Ronnie Smith and Susanna Love have dedicated their lives to training bird dogs and refining a system that enables dogs and their owners to work together in pursuit of upland birds.
Photos by Brian Grossenbacher
Smith and Love were raised by families with deep ties to the dog-training community. Love is a fifth-generation West Texas rancher who grew up training dogs and horses with her mother. Smith hails from one of the most well-established bird-dog training families in the country.
Smith’s late father Ronnie Sr. and his uncle Delmar—once dubbed “the World’s Coolest Man” by Field and Stream magazine—laid the foundations for generations of bird-dog trainers with their “Silent Command System” (SCS). It is also known as the “Smith Training Method.”
The men introduced SCS in the 1950s. Since then it has been used successfully to train thousands of dogs over the decades. The Smith family still uses SCS; Delmar’s son Rick is also a professional dog trainer, and the family maintains an active training schedule with workshops across the country for dogs and their handlers. Their approach is collaborative and competitive.
“As a family, we all watched each other carefully, experimenting and sharing the results of our work with one another,” writes Ronnie Smith. “All the while, we competed against each other both officially and in the familiar way that brothers, fathers, sons and cousins do.”
Smith grew up watching his father, uncle and cousins train and trial the best pointing dogs in the world. He quickly realized he wanted to follow in their footsteps. When Smith and Love married in 2006, they refined a training program for dogs and made certain it could be shared with other dog owners and trainers.
The expert duo teamed with sportsman and author Reid Bryant on “Training Bird Dogs with Ronnie Smith Kennels: Proven Techniques and an Upland Tradition” (Universe, October 2019, hardcover). The 256-page book is well suited for your coffee table and field bag. It’s not just a how-to book for dog trainers; the work is more of a training guide than an instructional manual with stunning photography by Brian Grossenbacher. The photographer captures dogs in all development stages—in training and in the field.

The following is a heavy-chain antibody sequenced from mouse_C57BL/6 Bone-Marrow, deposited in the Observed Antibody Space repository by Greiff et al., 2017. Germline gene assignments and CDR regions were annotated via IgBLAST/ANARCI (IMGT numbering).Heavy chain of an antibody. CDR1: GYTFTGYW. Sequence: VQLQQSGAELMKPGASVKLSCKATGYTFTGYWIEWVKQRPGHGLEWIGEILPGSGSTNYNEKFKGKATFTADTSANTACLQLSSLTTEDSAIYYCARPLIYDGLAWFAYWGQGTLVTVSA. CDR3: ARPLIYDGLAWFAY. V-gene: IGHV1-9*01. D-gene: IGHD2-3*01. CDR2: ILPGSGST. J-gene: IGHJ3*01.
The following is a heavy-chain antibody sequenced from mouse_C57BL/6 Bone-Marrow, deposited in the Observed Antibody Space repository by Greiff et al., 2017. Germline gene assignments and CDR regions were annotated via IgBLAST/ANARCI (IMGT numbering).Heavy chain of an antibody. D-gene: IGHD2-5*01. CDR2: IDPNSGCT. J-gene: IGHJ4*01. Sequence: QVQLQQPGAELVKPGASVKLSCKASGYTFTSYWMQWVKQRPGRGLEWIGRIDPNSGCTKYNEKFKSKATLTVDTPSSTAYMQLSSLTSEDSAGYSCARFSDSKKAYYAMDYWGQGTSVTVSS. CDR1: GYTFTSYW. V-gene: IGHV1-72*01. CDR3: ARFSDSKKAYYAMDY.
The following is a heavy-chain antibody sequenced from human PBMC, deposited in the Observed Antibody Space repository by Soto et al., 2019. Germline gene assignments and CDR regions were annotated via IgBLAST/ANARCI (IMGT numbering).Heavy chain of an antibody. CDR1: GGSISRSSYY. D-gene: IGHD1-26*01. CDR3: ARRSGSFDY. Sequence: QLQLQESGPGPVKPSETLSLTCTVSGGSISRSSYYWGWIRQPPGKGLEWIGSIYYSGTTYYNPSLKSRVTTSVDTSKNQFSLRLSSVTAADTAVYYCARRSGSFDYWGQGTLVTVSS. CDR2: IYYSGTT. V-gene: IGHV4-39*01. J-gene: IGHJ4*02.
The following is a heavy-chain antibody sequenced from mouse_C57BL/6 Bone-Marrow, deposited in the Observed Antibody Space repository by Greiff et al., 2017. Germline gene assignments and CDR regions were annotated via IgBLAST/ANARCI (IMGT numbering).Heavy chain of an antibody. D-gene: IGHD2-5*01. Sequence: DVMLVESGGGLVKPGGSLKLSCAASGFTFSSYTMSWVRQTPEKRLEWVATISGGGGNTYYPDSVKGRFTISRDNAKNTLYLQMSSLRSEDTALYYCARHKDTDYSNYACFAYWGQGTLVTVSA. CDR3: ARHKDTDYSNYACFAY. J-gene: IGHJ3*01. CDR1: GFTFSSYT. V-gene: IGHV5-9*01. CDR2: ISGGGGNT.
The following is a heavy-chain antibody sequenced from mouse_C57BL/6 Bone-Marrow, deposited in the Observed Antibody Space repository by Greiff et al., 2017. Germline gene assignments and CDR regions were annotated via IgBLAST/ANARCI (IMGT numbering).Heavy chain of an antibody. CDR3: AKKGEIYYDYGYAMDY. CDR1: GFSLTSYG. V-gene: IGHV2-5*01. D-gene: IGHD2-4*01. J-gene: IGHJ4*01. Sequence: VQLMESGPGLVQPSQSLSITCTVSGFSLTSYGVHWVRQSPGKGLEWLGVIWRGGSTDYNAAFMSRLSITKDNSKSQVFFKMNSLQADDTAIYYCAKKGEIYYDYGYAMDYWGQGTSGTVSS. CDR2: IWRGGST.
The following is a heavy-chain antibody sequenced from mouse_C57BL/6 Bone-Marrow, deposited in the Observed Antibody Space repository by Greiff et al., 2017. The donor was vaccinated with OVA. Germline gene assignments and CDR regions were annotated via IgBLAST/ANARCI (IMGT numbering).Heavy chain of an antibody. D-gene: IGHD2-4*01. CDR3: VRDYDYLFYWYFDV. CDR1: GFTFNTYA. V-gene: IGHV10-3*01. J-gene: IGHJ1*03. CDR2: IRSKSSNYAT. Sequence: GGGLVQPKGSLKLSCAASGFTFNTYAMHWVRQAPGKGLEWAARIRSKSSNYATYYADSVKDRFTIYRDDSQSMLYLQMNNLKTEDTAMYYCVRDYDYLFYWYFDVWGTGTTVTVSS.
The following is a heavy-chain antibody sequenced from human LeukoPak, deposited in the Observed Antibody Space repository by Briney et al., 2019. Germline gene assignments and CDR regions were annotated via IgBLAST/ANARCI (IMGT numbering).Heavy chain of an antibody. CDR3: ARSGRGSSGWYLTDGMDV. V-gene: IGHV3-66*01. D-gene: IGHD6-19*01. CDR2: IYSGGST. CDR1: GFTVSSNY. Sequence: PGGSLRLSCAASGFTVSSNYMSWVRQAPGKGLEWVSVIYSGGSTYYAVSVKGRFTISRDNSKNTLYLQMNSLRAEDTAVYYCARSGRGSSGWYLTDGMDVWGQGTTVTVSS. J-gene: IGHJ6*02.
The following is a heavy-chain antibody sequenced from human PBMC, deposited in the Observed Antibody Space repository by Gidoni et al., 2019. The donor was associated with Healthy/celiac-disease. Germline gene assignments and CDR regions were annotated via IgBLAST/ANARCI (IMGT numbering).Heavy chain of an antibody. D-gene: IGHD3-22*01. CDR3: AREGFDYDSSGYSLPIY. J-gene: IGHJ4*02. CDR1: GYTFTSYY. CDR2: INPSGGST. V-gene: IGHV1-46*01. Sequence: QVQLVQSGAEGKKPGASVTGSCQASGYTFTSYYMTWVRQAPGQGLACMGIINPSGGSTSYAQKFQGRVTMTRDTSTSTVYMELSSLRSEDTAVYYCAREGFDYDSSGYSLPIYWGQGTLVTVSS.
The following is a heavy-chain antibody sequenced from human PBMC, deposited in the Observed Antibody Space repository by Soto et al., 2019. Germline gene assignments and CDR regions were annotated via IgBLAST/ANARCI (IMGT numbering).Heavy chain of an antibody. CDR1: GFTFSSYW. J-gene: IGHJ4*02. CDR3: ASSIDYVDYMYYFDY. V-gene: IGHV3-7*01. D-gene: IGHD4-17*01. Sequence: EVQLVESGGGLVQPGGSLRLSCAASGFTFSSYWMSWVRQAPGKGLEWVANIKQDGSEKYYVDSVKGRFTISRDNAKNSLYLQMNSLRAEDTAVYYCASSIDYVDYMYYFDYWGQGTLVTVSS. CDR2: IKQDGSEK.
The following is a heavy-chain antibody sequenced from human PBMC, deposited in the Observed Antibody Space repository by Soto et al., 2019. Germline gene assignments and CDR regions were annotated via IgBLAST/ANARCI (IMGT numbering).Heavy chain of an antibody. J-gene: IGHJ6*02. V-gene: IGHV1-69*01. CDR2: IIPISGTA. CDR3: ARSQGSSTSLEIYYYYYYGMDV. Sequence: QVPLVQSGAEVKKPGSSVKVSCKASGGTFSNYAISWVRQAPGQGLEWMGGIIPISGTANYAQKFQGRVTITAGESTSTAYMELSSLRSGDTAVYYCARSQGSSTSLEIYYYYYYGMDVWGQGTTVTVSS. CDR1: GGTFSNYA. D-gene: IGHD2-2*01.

“Training Bird Dogs” focuses on the Smith Training Method’s ability to accomplish three points: nurture a dog’s natural ability, teach cues to modify behavior and show handlers how to leverage training to maintain proficiency. Early on, the Smith family learned training the owner is equally important as training the dogs.
In the book, Smith recalls how his dad and uncle observed a fundamental challenge: “…the training they’d put into a dog had a tendency to become muddied due to a broken line of communication between owner and dog.” To compensate for this, the Smith Training Method is designed to institute a more democratic process, one in which dog and trainer work together to achieve a mutually beneficial goal.
The book is organized into three parts: “Development,” “Formal Training” and “Becoming a Bird Dog.” These comprehensive sections cover the gamut, including helpful tips on selecting a puppy, training initiation and transitioning to wild birds. “Formal Training” reviews the techniques, tools, and philosophy required to begin and progress a dog through the Smith Training Method. Plus, Grossenbacher’s photos and select illustrations help the reader visualize advanced training concepts.
“Training Bird Dogs” is written for a wide audience—for serious dog trainers looking to glean more insight into their craft, or occasional bird hunters and dog owners who want to enjoy a well-written, beautifully produced book that will also make a fantastic coffee-table decoration.
I have a young bird dog and plan to display my copy on the coffee table after it shows a little wear and tear from use in my field bag.
Eric Kallen is an avid sportsman who spends his time between homes in Charlottesville, Virginia, the mountains of western North Carolina and the shores of Mobile Bay, Alabama.